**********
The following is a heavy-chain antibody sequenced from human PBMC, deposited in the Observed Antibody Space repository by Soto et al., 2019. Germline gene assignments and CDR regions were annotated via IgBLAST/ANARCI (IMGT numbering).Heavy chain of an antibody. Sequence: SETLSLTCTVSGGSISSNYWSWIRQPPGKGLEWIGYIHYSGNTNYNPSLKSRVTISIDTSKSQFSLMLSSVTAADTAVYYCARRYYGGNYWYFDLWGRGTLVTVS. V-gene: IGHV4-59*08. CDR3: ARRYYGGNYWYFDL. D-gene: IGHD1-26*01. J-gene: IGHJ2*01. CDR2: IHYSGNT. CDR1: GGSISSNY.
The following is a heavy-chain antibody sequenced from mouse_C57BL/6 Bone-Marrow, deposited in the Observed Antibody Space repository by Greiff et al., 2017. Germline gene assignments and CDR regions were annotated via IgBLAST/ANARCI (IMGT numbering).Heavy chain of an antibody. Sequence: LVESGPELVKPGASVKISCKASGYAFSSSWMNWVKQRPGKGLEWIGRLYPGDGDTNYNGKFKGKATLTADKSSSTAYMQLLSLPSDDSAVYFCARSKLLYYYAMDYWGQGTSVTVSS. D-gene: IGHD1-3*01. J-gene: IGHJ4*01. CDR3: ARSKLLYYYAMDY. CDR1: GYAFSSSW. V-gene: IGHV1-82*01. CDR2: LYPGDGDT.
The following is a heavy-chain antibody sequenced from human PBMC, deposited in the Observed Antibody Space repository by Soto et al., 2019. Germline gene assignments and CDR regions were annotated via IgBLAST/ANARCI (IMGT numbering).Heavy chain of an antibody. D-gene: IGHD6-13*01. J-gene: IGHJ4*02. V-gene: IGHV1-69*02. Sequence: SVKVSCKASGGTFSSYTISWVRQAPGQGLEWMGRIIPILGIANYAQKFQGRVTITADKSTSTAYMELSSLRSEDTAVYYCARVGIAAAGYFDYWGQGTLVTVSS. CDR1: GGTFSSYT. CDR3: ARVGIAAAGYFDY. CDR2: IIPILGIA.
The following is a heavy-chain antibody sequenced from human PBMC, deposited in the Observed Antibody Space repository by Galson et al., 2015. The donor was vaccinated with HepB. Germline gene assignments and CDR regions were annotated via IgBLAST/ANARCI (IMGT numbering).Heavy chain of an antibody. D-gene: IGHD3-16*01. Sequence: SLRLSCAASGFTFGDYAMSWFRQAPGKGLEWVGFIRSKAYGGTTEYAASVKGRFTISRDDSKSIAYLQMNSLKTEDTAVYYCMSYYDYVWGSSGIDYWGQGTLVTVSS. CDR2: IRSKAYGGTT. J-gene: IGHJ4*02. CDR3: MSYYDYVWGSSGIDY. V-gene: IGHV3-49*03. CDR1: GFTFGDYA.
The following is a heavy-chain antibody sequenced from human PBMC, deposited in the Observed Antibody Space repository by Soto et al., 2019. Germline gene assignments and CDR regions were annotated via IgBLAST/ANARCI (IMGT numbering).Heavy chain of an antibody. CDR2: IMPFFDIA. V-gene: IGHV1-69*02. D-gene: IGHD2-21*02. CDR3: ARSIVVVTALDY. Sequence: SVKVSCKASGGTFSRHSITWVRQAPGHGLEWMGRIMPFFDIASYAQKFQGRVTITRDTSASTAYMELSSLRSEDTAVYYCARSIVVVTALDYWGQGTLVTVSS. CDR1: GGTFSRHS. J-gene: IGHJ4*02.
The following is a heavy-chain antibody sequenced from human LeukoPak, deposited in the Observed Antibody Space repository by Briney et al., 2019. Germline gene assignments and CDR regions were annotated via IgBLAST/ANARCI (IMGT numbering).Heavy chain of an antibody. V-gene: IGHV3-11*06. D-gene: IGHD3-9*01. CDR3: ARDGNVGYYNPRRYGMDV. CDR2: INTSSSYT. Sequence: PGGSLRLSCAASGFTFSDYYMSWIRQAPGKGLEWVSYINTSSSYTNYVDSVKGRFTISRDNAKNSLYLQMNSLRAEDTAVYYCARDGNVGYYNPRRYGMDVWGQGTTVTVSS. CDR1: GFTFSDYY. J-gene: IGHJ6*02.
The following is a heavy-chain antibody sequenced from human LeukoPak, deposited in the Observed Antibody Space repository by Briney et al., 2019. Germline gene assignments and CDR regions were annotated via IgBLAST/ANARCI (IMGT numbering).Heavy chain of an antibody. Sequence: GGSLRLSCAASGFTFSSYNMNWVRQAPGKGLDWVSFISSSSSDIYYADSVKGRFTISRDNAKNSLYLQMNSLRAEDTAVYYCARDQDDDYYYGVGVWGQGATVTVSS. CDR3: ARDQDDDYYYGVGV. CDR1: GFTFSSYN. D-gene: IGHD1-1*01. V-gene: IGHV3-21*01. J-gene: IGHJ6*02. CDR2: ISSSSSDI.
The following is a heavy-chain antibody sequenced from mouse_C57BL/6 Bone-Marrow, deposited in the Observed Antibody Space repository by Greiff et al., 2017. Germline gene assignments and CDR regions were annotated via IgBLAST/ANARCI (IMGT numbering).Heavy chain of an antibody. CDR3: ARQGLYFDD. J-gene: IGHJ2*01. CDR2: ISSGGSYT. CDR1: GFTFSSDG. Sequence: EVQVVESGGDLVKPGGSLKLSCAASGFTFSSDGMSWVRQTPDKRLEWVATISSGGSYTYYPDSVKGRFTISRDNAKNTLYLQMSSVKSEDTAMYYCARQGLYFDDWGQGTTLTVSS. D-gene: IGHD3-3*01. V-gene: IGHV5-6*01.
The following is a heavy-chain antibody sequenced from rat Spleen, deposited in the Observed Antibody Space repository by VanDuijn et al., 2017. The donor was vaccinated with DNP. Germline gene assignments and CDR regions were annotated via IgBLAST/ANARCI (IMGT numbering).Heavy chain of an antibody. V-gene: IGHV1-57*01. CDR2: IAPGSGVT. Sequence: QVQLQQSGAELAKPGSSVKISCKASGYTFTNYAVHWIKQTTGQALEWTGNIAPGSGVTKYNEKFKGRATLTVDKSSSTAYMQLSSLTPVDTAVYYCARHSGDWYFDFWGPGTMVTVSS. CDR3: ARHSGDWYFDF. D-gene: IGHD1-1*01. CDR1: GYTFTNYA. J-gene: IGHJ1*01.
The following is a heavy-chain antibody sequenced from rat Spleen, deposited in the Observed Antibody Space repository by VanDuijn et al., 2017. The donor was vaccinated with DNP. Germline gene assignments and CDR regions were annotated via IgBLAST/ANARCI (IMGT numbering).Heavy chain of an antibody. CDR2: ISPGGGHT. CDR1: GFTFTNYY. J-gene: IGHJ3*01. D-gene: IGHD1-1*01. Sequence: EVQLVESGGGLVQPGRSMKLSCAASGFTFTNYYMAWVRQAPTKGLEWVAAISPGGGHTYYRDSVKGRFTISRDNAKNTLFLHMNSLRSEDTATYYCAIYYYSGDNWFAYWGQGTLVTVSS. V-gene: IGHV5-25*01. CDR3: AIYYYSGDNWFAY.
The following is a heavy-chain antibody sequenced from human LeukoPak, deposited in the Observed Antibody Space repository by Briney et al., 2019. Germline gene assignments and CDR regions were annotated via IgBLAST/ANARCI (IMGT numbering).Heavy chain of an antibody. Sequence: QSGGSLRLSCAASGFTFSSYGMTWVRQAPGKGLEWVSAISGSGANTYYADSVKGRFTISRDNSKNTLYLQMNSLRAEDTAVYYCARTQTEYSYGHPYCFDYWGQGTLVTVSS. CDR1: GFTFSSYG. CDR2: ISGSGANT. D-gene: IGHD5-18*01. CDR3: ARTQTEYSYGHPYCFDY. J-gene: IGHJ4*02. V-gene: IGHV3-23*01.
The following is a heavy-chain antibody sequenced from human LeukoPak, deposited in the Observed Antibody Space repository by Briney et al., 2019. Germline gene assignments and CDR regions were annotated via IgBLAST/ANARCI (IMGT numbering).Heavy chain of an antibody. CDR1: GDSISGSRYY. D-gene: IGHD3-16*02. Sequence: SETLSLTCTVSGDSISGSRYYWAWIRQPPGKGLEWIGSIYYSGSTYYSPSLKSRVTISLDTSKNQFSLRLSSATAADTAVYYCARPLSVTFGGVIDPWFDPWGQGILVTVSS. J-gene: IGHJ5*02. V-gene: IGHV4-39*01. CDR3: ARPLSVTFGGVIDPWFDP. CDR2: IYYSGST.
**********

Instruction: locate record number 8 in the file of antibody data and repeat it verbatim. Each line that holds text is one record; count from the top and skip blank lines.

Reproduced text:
The following is a heavy-chain antibody sequenced from mouse_C57BL/6 Bone-Marrow, deposited in the Observed Antibody Space repository by Greiff et al., 2017. Germline gene assignments and CDR regions were annotated via IgBLAST/ANARCI (IMGT numbering).Heavy chain of an antibody. CDR3: ARQGLYFDD. J-gene: IGHJ2*01. CDR2: ISSGGSYT. CDR1: GFTFSSDG. Sequence: EVQVVESGGDLVKPGGSLKLSCAASGFTFSSDGMSWVRQTPDKRLEWVATISSGGSYTYYPDSVKGRFTISRDNAKNTLYLQMSSVKSEDTAMYYCARQGLYFDDWGQGTTLTVSS. D-gene: IGHD3-3*01. V-gene: IGHV5-6*01.